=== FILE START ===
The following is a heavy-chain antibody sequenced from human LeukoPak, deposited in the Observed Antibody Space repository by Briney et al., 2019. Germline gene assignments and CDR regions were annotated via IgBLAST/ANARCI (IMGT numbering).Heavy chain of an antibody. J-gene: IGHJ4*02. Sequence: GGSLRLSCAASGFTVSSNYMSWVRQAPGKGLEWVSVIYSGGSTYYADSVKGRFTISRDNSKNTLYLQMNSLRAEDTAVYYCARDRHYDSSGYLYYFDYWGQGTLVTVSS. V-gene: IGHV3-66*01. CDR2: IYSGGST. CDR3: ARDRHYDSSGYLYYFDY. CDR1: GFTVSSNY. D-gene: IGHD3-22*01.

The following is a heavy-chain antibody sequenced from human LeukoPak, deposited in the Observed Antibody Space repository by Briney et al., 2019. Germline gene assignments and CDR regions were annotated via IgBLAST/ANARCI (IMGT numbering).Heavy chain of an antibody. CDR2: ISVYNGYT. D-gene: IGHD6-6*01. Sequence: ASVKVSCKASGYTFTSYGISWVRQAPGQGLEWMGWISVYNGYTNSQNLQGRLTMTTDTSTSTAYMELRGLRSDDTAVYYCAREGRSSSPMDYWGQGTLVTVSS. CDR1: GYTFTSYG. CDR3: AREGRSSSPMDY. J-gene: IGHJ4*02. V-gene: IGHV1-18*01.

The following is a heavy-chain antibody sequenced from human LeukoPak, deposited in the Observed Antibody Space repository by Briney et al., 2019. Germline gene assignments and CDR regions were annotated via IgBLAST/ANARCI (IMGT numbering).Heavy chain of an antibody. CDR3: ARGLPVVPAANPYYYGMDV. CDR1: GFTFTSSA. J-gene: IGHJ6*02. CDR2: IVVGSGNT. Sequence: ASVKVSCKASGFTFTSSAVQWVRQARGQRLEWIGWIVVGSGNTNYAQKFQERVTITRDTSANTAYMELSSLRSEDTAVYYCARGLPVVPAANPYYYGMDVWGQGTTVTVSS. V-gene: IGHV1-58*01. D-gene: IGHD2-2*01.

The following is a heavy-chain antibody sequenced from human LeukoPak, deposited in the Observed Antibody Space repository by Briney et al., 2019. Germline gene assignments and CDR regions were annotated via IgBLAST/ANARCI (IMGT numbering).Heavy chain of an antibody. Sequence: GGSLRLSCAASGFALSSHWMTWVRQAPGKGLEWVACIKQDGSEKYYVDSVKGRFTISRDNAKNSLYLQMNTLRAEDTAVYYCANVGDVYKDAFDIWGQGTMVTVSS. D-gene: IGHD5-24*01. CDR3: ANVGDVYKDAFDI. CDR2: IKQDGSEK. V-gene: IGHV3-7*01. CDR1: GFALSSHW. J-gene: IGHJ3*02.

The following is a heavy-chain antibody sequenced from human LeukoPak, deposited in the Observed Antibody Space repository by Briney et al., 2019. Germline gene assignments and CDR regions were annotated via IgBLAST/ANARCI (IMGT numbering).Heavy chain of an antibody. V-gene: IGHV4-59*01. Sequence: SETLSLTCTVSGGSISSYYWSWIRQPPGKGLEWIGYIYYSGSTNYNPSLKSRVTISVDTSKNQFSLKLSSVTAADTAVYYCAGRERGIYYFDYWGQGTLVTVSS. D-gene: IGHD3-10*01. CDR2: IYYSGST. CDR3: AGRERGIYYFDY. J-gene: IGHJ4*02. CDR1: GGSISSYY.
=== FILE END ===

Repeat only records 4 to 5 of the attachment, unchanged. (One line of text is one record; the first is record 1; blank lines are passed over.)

The following is a heavy-chain antibody sequenced from human LeukoPak, deposited in the Observed Antibody Space repository by Briney et al., 2019. Germline gene assignments and CDR regions were annotated via IgBLAST/ANARCI (IMGT numbering).Heavy chain of an antibody. Sequence: GGSLRLSCAASGFALSSHWMTWVRQAPGKGLEWVACIKQDGSEKYYVDSVKGRFTISRDNAKNSLYLQMNTLRAEDTAVYYCANVGDVYKDAFDIWGQGTMVTVSS. D-gene: IGHD5-24*01. CDR3: ANVGDVYKDAFDI. CDR2: IKQDGSEK. V-gene: IGHV3-7*01. CDR1: GFALSSHW. J-gene: IGHJ3*02.

The following is a heavy-chain antibody sequenced from human LeukoPak, deposited in the Observed Antibody Space repository by Briney et al., 2019. Germline gene assignments and CDR regions were annotated via IgBLAST/ANARCI (IMGT numbering).Heavy chain of an antibody. V-gene: IGHV4-59*01. Sequence: SETLSLTCTVSGGSISSYYWSWIRQPPGKGLEWIGYIYYSGSTNYNPSLKSRVTISVDTSKNQFSLKLSSVTAADTAVYYCAGRERGIYYFDYWGQGTLVTVSS. D-gene: IGHD3-10*01. CDR2: IYYSGST. CDR3: AGRERGIYYFDY. J-gene: IGHJ4*02. CDR1: GGSISSYY.